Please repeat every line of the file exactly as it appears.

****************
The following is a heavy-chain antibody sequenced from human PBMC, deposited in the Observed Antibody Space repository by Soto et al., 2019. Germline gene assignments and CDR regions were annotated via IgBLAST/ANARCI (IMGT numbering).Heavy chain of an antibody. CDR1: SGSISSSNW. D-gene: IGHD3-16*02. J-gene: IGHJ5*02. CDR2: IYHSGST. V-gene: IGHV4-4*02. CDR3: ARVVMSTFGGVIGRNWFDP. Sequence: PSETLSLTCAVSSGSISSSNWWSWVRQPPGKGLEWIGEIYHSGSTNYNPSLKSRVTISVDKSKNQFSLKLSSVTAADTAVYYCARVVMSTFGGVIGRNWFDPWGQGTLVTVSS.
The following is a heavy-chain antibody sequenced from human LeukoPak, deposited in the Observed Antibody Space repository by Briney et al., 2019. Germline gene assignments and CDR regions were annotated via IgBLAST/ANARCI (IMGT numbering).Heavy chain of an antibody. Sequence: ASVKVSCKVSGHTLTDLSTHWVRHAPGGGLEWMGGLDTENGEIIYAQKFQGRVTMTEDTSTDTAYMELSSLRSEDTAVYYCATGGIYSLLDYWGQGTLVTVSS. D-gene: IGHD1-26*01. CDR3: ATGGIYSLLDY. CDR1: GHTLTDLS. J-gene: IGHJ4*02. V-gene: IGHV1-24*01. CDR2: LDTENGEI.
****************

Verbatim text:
The following is a heavy-chain antibody sequenced from human PBMC, deposited in the Observed Antibody Space repository by Soto et al., 2019. Germline gene assignments and CDR regions were annotated via IgBLAST/ANARCI (IMGT numbering).Heavy chain of an antibody. CDR1: SGSISSSNW. D-gene: IGHD3-16*02. J-gene: IGHJ5*02. CDR2: IYHSGST. V-gene: IGHV4-4*02. CDR3: ARVVMSTFGGVIGRNWFDP. Sequence: PSETLSLTCAVSSGSISSSNWWSWVRQPPGKGLEWIGEIYHSGSTNYNPSLKSRVTISVDKSKNQFSLKLSSVTAADTAVYYCARVVMSTFGGVIGRNWFDPWGQGTLVTVSS.
The following is a heavy-chain antibody sequenced from human LeukoPak, deposited in the Observed Antibody Space repository by Briney et al., 2019. Germline gene assignments and CDR regions were annotated via IgBLAST/ANARCI (IMGT numbering).Heavy chain of an antibody. Sequence: ASVKVSCKVSGHTLTDLSTHWVRHAPGGGLEWMGGLDTENGEIIYAQKFQGRVTMTEDTSTDTAYMELSSLRSEDTAVYYCATGGIYSLLDYWGQGTLVTVSS. D-gene: IGHD1-26*01. CDR3: ATGGIYSLLDY. CDR1: GHTLTDLS. J-gene: IGHJ4*02. V-gene: IGHV1-24*01. CDR2: LDTENGEI.